Cracked fiberglass after applying new fiberglass layer

anandd1991

New member
Oct 16, 2021
2
South Carolina
Hey guys, we had an in ground fiberglass pool put in last October and 1 year later we have 2 cracks, both on the deep end of the pool. The company that built the pool isn’t responding to any calls or emails and they may have gone out of business.

Anyway, we had a company come and patch it with pool putty that stopped the leaks for a week but it started again. We then had a fiberglass pool restoration company come by and take a look at it. They drained the pool, cleaned the putty and added a few layers of fiberglass and gel coat over the cracks yesterday (Oct 15, 12 PM). I was told I could start filling up the pool again at 6 PM the same day.

When I went out this evening, approx 28 hours after I started filling the pool, the cracks were back again!! It’s the same size as what it was before, and the same spot. What could be causing this? Any thoughts and helpful feedback would be greatly appreciated

The picture without the greenish putty is after “fixing” the cracks
 

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ajw22

Gold Supporter
TFP Guide
Jul 21, 2013
29,669
Northern NJ
Pool Size
35000
Surface
Plaster
Chlorine
Salt Water Generator
SWG Type
Pentair Intellichlor IC-60
Welcome to TFP.

Put a level on different areas of your pool and deck and see if it looks like your pool or ground is shifting.

I wonder if those areas have not been backfilled well.
 
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anandd1991

New member
Oct 16, 2021
2
South Carolina
Thank you! So, what’s happening is there is some vacuum or empty spots behind the pool wall where there isn’t any dirt/gravel and that is causing the cracks to appear because of the lack of support behind the pool?

I tried to Google for backfilling pros in my area (Fort Mill SC) and it yielded nothing useful. Any suggestions on what I should be searching for? Is a fix even possible for this without taking the whole pool out of the ground? And is this an expensive repair? Thanks in advance
 

zea3

Mod Squad
TFP Expert
LifeTime Supporter
Jul 10, 2009
14,080
Houston, Texas
Its hard to tell how extensive the repair will need to be without seeing what is going on under the pool. They will probably need to remove the decking in the areas where the cracks are so they can dig a bit and look under the pool. I would contact the company that just did the patch and tell them what happened. Have you tried contacting the pool manufacturer? When you google the name of the builder does anything come up?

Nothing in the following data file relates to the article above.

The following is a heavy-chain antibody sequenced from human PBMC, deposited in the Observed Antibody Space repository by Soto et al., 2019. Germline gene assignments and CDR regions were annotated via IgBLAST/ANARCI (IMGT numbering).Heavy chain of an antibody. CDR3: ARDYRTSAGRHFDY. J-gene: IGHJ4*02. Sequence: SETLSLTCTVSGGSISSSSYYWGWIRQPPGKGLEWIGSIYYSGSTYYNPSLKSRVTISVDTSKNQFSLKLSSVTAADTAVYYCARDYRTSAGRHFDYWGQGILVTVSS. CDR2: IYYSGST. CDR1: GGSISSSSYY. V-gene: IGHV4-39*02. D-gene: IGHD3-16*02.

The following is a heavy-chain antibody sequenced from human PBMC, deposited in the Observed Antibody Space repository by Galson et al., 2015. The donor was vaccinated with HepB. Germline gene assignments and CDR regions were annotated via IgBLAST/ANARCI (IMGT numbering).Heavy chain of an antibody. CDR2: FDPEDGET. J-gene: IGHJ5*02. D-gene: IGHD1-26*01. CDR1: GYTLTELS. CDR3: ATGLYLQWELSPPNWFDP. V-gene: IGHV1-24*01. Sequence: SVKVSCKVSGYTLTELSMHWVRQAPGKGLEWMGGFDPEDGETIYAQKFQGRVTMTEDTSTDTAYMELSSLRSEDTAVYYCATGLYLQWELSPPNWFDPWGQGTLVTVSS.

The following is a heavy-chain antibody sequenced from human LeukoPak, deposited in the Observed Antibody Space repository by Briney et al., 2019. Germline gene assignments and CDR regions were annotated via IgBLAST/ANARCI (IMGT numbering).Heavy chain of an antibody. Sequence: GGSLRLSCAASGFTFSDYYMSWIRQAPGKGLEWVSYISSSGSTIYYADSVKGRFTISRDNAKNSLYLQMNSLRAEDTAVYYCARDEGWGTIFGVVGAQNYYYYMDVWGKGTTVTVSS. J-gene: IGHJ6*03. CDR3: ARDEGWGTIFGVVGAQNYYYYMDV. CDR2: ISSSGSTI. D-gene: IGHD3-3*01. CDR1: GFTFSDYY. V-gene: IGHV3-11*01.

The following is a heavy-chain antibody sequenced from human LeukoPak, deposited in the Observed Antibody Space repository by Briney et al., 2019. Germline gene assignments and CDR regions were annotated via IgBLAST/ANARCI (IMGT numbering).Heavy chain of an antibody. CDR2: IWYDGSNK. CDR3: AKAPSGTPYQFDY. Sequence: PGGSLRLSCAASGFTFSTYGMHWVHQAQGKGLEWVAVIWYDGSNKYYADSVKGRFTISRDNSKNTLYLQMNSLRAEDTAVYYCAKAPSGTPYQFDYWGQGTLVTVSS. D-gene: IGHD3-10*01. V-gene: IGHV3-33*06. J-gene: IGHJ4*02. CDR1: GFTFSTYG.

JamesW

TFP Expert
Mar 2, 2011
28,291
Do they have a business address you can go to?

Did you verify:

1) Business license.

2) Contractor’s License?

3) Insurance?

4) Bond?

5) Worker’s compensation insurance?
 

JamesW

TFP Expert
Mar 2, 2011
28,291
The contractor might be required to post a surety bond.

Check with the South Carolina Contractor’s Licensing Board to see if the company is licensed and if they have an active bond.

Contractor License Bond

The South Carolina Residential Builders Commission requires that all residential contractors licensed in the state post a bond to ensure compliance with state regulations.

There is a $15,000 bond required for Residential Builder/Certificate of Authority, a $10,000 bond for Licensed Residential Specialty Contractors (HVAC, plumber or electrician), and a $5,000 bond for Registered Residential Specialty Contractors.

South Carolina Contractor License or Residential Builder Bond Information

The South Carolina Residential Builders Commission requires that contractors post a surety bond as a method of authorization to engage in residential construction activities. Per the Code of Laws of South Carolina, surety bond requirements by classification are as follows;

$15,000 surety bond for Residential Builders / Certification of Authorization

$10,000 surety bond for Licensed Residential Specialty Contractor (HVAC, plumber, or electrician)

$5,000 surety bond for Registered Specialty Contractor including the following classifications; vinyl and aluminum siding installers, insulation installers, roofers, floor covering installers, masons, drywall installers, carpenters, stucco installers, and painters/wall paper hangers

The South Carolina Contractor’s Licensing Board now accepts a surety bond for both initial applications and renewals for General Contractor Licenses and Mechanical Contractor Licenses. The surety bond satisfies the minimum net worth qualification requirement. An applicant furnishes a surety bond in the amount of two times the net worth requirement of the contractor’s tier or Group Level. The surety bond amounts for General and Mechanical Contractors range from $7,000 to $500,000 as outlined below.

In addition to the state residential builder and other contractor bonds described above, many cities and counties (including Charleston County, Columbia, North Augusta, Rock Hill, Spartanburg and Richland County) require certain contractors to post surety bonds. If this bond is for a job that you are bidding or a contract that has been awarded to you, the surety bond you need is a Contract/Construction Bond rather than a Contractor License Bond.
 
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